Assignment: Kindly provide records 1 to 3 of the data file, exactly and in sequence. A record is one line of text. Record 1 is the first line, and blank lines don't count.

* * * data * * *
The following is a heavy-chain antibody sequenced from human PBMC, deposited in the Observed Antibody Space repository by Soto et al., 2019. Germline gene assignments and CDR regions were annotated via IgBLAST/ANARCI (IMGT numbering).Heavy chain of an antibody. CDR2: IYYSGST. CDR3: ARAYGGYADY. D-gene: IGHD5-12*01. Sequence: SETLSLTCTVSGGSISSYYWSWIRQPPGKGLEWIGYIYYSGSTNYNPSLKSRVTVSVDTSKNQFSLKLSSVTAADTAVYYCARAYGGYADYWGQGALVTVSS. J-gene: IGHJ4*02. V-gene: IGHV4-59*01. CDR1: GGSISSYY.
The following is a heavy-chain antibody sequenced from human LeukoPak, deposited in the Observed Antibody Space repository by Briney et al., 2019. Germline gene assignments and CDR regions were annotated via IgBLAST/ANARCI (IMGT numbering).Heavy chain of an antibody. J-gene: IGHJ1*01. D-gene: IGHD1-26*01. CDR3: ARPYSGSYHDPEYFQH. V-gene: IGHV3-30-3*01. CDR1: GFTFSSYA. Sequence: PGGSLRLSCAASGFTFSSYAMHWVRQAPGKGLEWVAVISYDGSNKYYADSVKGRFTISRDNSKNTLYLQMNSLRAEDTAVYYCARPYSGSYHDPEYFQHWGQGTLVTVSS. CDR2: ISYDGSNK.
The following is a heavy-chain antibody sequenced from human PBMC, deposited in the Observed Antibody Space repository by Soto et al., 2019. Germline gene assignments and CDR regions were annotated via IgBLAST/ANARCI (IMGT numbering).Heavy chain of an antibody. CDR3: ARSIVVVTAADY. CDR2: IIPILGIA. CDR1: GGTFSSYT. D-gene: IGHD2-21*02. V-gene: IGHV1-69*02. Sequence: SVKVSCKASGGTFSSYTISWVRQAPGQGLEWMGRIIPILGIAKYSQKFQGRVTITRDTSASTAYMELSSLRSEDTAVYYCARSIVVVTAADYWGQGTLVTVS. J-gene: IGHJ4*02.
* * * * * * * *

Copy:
The following is a heavy-chain antibody sequenced from human PBMC, deposited in the Observed Antibody Space repository by Soto et al., 2019. Germline gene assignments and CDR regions were annotated via IgBLAST/ANARCI (IMGT numbering).Heavy chain of an antibody. CDR2: IYYSGST. CDR3: ARAYGGYADY. D-gene: IGHD5-12*01. Sequence: SETLSLTCTVSGGSISSYYWSWIRQPPGKGLEWIGYIYYSGSTNYNPSLKSRVTVSVDTSKNQFSLKLSSVTAADTAVYYCARAYGGYADYWGQGALVTVSS. J-gene: IGHJ4*02. V-gene: IGHV4-59*01. CDR1: GGSISSYY.
The following is a heavy-chain antibody sequenced from human LeukoPak, deposited in the Observed Antibody Space repository by Briney et al., 2019. Germline gene assignments and CDR regions were annotated via IgBLAST/ANARCI (IMGT numbering).Heavy chain of an antibody. J-gene: IGHJ1*01. D-gene: IGHD1-26*01. CDR3: ARPYSGSYHDPEYFQH. V-gene: IGHV3-30-3*01. CDR1: GFTFSSYA. Sequence: PGGSLRLSCAASGFTFSSYAMHWVRQAPGKGLEWVAVISYDGSNKYYADSVKGRFTISRDNSKNTLYLQMNSLRAEDTAVYYCARPYSGSYHDPEYFQHWGQGTLVTVSS. CDR2: ISYDGSNK.
The following is a heavy-chain antibody sequenced from human PBMC, deposited in the Observed Antibody Space repository by Soto et al., 2019. Germline gene assignments and CDR regions were annotated via IgBLAST/ANARCI (IMGT numbering).Heavy chain of an antibody. CDR3: ARSIVVVTAADY. CDR2: IIPILGIA. CDR1: GGTFSSYT. D-gene: IGHD2-21*02. V-gene: IGHV1-69*02. Sequence: SVKVSCKASGGTFSSYTISWVRQAPGQGLEWMGRIIPILGIAKYSQKFQGRVTITRDTSASTAYMELSSLRSEDTAVYYCARSIVVVTAADYWGQGTLVTVS. J-gene: IGHJ4*02.